It’s been too hot for much I’d be this summer to really want to cook, and I suspect I’m not the only Londoner who’s reverted to copying other cuisines (Mexican, US Southern, Turkish) for short cut ideas instead of meals. However as the heat wanes and nights start to shorten, the idea of wanting to eat and eat outdoors begins to seem nice and not hellish. This is where Hilda Leyel’s 1930s guide comes in…

Some surprisingly modern flavour combinations and menus sit alongside the grouse and mulligatawny.


Republished a few years ago, there’s bound to be copies still online. I was given a further nudge in this direction by the excellent Edward Bawden exhibition at the Dulwich Picture (on till September 9th), which includes his many book covers fornthe equally eccentric 1930s food writer Ambrose Heath.



Havana from @tulipbooks, a splendid and rather Philip Tracey appearance from “Queen Anne of Bohemia and Hungary” in 1520 by Hans Maler von Schwaz, and David Lebovitz’s snap of French butter.

A modern Mrs Miniver

The Mrs Miniver columns – a series of gentle musings on a new notebook or whether to buy a bunch of chrysanthemums – were hugely popular in the late 1930s, even though, as the author’s granddaughter has now detailed they were also a definite wish fulfilment exercise for the writer that also camouflaged her far more complicated, not quite as glamorous, life.

Reading a recent article, the house tone at Vogue doesn’t seem to have changed much since then; there’s still a local celebrity to be “thrilled” about, a little dialogue about all the visitors and their dogs who are renovating a house, and a dependable, cheerful husband who is straight man to all the endless whimsy:

I opened a box sash window above the front door and said good morning. It’s a habit I have developed since living here, which makes me think of people behind battlements with vats of oil…

My husband Andrew came down the stairs to open the knock. “Please stop popping out at people from that window. It’s eccentric, bordering on impolite.

Pieces like this are a guilty pleasure to read, because it’s so twee and safe it’s as soothing as a bowl of mush, but I can also rather unfairly have a good time rolling my eyes at the Marie Antoinette smugness of it. Or how about:

there’s a mustard-hot rumour that Ptolemy Dean, the architect in residence at Westminster Abbey, will be in charge of the renovation. Andrew and I discover that we were just as thrilled by this as everyone else. I joined the residents association.”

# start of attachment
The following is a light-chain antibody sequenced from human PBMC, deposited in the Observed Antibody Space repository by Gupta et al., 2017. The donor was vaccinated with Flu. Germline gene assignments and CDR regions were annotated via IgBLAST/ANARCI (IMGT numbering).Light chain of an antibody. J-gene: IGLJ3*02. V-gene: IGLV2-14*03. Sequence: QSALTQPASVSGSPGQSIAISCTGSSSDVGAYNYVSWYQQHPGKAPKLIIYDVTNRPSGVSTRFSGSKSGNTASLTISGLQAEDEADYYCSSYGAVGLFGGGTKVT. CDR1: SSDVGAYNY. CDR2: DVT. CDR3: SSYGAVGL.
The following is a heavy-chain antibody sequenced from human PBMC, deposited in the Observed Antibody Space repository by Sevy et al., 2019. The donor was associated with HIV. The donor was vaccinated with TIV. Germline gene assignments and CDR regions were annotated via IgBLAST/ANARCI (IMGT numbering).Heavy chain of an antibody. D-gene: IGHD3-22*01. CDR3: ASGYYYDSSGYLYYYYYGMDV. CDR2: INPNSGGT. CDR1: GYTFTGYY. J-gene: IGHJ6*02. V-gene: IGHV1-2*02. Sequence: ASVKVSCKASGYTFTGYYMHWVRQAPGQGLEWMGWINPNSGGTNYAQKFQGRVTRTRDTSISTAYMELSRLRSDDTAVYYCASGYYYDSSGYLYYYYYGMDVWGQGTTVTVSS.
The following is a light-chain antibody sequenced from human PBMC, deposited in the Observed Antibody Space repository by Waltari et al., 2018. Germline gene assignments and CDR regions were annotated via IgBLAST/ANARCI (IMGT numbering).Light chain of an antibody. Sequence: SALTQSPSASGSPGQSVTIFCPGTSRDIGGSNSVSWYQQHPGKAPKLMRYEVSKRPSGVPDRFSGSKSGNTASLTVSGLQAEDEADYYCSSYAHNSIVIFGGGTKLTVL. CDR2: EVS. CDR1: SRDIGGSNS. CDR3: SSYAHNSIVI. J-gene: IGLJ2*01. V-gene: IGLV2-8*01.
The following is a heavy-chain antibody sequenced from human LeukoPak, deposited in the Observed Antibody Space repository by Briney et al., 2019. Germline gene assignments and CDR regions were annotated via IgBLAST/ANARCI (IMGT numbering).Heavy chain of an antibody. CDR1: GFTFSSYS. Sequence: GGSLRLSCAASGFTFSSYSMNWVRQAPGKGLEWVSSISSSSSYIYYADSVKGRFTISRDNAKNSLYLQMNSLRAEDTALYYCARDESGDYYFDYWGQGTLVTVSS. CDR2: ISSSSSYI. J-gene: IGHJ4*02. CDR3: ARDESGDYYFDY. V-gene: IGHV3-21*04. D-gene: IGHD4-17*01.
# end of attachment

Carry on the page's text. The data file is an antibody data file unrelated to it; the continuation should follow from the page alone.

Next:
In fairness, it’s very hard to write columns based on your life (Nora Ephron in Heartburn talks about feeling like she’s living with a cannibal with her second husband who is always making their life into 850 words, syndicated.) and also to get the right balance and style so that your readers feel that nothing’s changed since 1933 and a silk dress will sort all ills, but I can’t really read too much before wanting to scream at the smugness of it all.

Much better stick with The Real Mrs Miniver and read all about the real character’s scandalous second life in wartime America.

Harriet would have dined out on that name for a week


Katy MacScott (@katymacscott) walked from Holland to Istanbul last year in memory of her late friend Harriet, with hops on trains to keep time, as she didn’t have as much time as Patrick Leigh Fermor did on his original journey. Now she is posting memories of her encounters on Instagram, and I particularly loved her encounters with feisty pensioners in Holland. On the first day she encountered Map and Henkel:

Map – a derivative of Margaret – approached me with a pot of jam, as I sat on a bench in the rain, in the village of Zuillichem. When she offered me a cup of coffee by the fire, I didn’t have to be asked twice…Her husband, Henkel, returned from his errands and they proceeded to tell me, in halting English, about their travels. They were now in their late 80s, but had travelled all over the Middle East in their retirement.

Henkel revealed that like many Dutch children he was sent to England after the war to recover from years of malnutrition. After another hot meal, Map and Henkel passed Katy on to a local photographer Cor de Cock (“Harriet would have dined out on that name for a week”) and eventually to Jet, a former piano teacher, with a “wicked bark” of a laugh:


She confessed that she’d put away her wine and cigarettes before I arrived, because she thought that someone doing a trip like mine would have ‘high morals’. I quickly put her straight and we enjoyed these vices for the rest of the evening.

Over asparagus risotto and radishes Jet and Katy discussed the audio books for the blind that Jet narrates, Jet garden, Chekhov and Harry Mulisch, and her brother’s paintings.


Double pairs

Another trip, another set of time twins. First up: Roger van der Weyden’s saints and Lucian Freud’s Kitty:

next a Bronzini portrait from the 1520s/30s, with a type of fashion silhouette that wouldn’t be seen again for another 400 years:


and finally, a piece of 1760s porcelain (top) that looks like it could have come straight out of the Bloomsbury studios.


Pieces from the Genoa palazzi on the Via Garibaldi, photos April 2018.